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Argentina 'Dirty War' defendant may have been murdered to stop disclosures: judge

[JURIST] Argentinian coast guard officer and torture suspect Hector Febres [TrialWatch profile] may have been murdered to prevent him from disclosing human rights violations committed during Argentina's Dirty War [Global Security backgrounder; JURIST news archive], according a resolution written by Argentinian Judge Sandra Arroyo reported by Reuters Monday. Arroyo has ordered that the two coast guard officials supervising Febres' imprisonment be placed under arrest for allegedly allowing Febres' killers access to him. Febres was found dead [AP report] in his military jail cell with high levels of cyanide in his blood on December 10.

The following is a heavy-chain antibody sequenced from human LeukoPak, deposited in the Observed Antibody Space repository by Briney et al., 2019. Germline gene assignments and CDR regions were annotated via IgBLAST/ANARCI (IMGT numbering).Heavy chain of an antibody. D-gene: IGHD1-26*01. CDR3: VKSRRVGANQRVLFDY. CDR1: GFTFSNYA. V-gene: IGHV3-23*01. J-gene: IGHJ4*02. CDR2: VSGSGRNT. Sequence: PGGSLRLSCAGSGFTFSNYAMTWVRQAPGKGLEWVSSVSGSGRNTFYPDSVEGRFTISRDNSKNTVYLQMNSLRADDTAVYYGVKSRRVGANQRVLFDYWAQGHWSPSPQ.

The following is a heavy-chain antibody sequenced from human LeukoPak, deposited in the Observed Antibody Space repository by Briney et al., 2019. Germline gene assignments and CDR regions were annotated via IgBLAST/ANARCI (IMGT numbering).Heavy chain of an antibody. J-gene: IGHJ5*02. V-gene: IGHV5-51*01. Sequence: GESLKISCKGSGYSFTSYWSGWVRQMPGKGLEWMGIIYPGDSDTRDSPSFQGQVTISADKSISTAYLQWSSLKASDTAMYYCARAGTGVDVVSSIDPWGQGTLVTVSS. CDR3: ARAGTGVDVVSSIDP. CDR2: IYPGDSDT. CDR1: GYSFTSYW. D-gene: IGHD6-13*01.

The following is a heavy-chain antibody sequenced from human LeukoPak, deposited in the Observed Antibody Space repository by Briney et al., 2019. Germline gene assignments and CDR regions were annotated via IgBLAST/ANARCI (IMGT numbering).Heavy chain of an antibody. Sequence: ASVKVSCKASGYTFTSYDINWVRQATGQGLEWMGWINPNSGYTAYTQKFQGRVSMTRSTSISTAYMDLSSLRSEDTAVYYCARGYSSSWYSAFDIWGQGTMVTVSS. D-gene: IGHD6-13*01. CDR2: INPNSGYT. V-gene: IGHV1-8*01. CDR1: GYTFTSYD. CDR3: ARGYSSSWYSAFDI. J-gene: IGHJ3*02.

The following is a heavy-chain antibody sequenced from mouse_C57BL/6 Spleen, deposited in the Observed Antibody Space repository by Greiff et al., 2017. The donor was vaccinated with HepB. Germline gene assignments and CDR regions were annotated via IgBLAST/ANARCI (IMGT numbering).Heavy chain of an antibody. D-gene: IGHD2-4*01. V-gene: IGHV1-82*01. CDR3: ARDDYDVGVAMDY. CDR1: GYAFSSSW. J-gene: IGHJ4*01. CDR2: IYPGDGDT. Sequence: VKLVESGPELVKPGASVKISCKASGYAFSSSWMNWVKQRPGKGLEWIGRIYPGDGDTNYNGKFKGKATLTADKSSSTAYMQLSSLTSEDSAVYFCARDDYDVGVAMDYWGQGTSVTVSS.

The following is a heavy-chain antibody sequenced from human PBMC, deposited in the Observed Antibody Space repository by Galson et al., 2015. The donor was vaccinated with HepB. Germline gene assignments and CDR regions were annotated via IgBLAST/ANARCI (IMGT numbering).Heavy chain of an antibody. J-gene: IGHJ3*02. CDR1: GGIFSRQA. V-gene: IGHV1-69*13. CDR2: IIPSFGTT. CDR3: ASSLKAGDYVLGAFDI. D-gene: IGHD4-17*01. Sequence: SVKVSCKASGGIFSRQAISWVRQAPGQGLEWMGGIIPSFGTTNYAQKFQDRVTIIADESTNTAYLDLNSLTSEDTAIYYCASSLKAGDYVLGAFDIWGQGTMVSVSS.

Febres went on trial [JURIST report] in October on charges of kidnapping and torturing four people at the Navy Mechanics School [BBC backgrounder] during the Dirty War. He was the first person to face trial for human rights violations at the school, the largest secret prison run by the Argentinian military during the 1976-83 Dirty War campaign. The trial's verdict had been expected in December and if convicted, Febres would have faced life in prison. Argentinian coast guard chief Carlos Fernandez was fired [JURIST report] shortly after Febres' death. Reuters has more.

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